International students say it’s difficult to find a home in Toronto

by | Apr 22, 2021 | Campus News, Life

International students experience difficulties when trying to build a life in Canada, and one of the most difficult is finding a home.

Many arrive with a place to stay, either through a college or travel agency, but that’s only for a limited time. They think that having a place to stay in the beginning will make it easier to find a place later, which is not always the case.

Lina Ferreira works at the Just Canada Intercambios travel agency, helping foreigners to find accommodation, the right program or providing any other service international students need.

“To get accommodation, you need to hire a good agency in your country of origin,” she said. “Many of the international students only use student accommodation from their school or homestay.”

What international students don’t know is, in most cases, they need to prove they have 12 months rent in their home country bank account before they can rent an apartment.

“Newcomers must already come with a temporary location through an agency or applications, and being here, calmly look for a good agent who accepts foreign bank proof,” Ferreira said. Landlords often don’t accept foreign statements without confirmation from intermediaries, such as an agency.

Livia Cortez received help from a travel agency in reaching Toronto in May to attend a two-year program of Hospital Management and Health at Learn English In Canada (ILAC). She also received help in finding a family to live with for two months.

When the two months end, she said she is looking “for a place that is close to the college, that the rental price is something affordable, and you can share it with someone else so that the rent doesn’t get too heavy.”

The student said she feels confident about finding another home because she is getting help from a cousin with experience in living in Canada.

Many other students don’t have the same luck, as they arrive in the country without any contacts, credit or fixed proof of income.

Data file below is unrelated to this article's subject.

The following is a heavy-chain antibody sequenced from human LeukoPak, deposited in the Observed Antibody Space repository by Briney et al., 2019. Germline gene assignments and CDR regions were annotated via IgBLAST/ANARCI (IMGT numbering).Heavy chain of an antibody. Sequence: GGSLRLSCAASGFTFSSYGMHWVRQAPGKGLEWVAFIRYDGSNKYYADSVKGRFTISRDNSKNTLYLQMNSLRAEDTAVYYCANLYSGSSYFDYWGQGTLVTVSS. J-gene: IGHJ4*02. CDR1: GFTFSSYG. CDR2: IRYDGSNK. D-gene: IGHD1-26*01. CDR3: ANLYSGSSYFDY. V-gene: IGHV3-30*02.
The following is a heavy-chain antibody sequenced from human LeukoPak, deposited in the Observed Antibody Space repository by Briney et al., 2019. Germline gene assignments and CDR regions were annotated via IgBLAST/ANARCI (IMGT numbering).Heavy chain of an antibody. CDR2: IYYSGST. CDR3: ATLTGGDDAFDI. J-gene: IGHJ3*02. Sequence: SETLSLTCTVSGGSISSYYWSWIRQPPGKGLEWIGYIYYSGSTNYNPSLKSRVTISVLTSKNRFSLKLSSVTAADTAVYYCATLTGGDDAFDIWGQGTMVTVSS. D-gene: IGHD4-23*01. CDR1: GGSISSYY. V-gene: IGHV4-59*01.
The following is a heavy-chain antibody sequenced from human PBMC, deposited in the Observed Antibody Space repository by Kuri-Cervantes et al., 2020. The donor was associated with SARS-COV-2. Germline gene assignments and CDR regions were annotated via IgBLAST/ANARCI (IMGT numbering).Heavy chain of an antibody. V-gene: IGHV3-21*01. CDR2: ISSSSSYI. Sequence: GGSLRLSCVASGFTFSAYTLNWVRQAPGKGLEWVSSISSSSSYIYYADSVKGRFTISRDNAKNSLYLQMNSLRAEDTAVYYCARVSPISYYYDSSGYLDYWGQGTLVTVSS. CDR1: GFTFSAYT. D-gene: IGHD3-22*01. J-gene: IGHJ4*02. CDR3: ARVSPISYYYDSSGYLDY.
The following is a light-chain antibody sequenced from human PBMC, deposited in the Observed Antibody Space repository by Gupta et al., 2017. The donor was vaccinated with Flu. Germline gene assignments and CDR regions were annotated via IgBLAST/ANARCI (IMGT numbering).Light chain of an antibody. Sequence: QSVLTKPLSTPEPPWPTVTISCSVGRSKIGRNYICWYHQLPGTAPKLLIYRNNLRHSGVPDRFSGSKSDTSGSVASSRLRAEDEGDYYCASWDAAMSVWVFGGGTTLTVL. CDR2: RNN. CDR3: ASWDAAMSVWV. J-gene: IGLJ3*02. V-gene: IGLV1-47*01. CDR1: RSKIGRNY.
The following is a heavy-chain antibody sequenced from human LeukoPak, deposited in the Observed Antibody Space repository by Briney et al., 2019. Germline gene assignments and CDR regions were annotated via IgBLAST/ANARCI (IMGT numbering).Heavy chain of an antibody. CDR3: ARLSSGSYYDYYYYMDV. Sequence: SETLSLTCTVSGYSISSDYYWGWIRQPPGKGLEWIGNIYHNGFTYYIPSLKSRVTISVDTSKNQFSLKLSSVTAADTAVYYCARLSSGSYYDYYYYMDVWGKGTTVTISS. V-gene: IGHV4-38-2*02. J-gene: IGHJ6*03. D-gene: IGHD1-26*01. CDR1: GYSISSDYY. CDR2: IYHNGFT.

Gabriele Barbieri came to Toronto as an international student for a diploma in Business Administration at ILAC and since graduation, works full-time as a buyer at Desco Plumbing and Heating. She said her journey in finding a place in the city was difficult.

Before coming to the country, Barbieri went to a travel agency to find accommodation for her first month in the country. With the agency’s help, she opted to stay with a family and did not regret it.

“They treated me very well, washed my clothes and as soon as I arrived they asked me if I had food restrictions, every week they asked me if I liked the food,” Barbieri said. “I liked their house so much that I came here with a month deal and when it was over I decided to stay two more, so I stayed three months with them.”

After the three months with the family were over, she stayed at a friend’s house paying only the extra utility costs she generated. In the meantime, she met her husband and went to live with him in the room he rented in a basement.

Barbieri and her husband lived in a basement for a year and a half, “completely informal, because the student’s life is not easy, we can’t formalize almost anything.

“It was a nice experience, we learned that we could live with the minimum,” she said. “We didn’t have a stove, just a refrigerator, a mattress on the floor, a rice cooker and a frying pan. So right there we ate our meals and slept on the floor.”

She found a part-time at the plumbing firm in March 2020 and by June, she was transferred to full-time. The couple managed to rent an apartment for the first time with a lease.

“It was not a difficult process because I was already working full time,” she said. “But as a student, it was a very difficult experience because you can’t formally rent something if you are working part-time.”

No one formalizes any kind of contract with someone who does not have financial security. Barbieri spent nearly two years living informally until her student status changed to the stability of being a full-time worker.

“For the first time, we can take a step up on our journey in Canada and (live in) a decent rental,” she said.